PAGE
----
hhhhhhhIt turned out I had a hairline fracture of my skull and a concussion. If that is what death is like, it was so quick- like the snap of your fingers. One minute I’m getting off a pony (sort of half-way falling) and then– bingo– it is the next day! To this day I don’t know who paid my hospital bill. My mother sure didn’t have money for this. Maybe I was in the “free room”- heck I don’t know. No one ever mentioned it and my mother never said anything. I was in a room all by myself, with no television. Later my brother brought me a radio so I would have something to listen to. Maybe he brought me some MAD magazines. I’m not sure on the magazines but do remember the radio. I had to stay flat in the bed—no pillow– for 7 days. I wasn’t supposed to get up at all. This was like a lifetime when you’re a kid. It was so boring and I had no visitors except the nurses. My mother came a couple times to bring dry shampoo to clean my hair. I didn’t know they even had this stuff! She had to go to the drugstore to buy it. It was pleasant having my hair cleaned this way, sort of dusting it with talcum powder– sort of. Anyway it cleaned my hair pretty good and smelled good. There was no air conditioning in the hospital, can you believe that? Nowadays we would think this was a Third World hospital!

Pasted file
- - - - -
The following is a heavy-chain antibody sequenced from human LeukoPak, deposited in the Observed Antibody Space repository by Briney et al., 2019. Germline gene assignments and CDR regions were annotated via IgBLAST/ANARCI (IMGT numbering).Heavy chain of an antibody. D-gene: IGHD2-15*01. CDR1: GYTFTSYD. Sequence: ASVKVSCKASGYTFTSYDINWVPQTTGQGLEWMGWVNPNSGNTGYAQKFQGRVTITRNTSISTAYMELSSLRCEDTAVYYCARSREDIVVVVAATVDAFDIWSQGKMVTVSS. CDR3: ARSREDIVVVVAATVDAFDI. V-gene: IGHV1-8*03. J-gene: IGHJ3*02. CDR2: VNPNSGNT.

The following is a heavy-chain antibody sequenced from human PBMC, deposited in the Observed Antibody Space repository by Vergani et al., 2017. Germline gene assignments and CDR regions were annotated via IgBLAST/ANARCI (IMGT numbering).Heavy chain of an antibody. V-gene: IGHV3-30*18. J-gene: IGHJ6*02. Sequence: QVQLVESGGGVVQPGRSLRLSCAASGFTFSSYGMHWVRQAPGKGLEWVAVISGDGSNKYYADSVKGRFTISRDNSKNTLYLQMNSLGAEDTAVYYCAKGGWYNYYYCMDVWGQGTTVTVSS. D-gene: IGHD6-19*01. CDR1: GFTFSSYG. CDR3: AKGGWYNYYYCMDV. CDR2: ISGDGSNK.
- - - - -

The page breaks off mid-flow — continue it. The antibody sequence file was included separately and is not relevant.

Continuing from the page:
the day I woke up–behind bars!

I thought you’d like this title. I was 11 years old and had fallen off a pony. I landed on my head on a hard dirt country road. Back then wearing helmets was optional and most parents didn’t care if their children used one or not. I was knocked unconscious. Actually later I found out everyone thought I was dead. They drove me to the ER. Fast forward to the next day. I woke up to find a doctor staring at me. He asked me if I knew who I was. I thought that was a dumb question. But kids didn’t sass grownups back then, so I said my name. I was looking through bars! Yes, bars! There was a shortage of beds that day so they put me in a crib! Later that morning they had bed space so I was put up in a room. They took me to X ray before this and I was placed on a big flat metal table. I cried because I was scared. I thought Xrays might be painful. Then I was taken back to my room. (more on this tomorrow)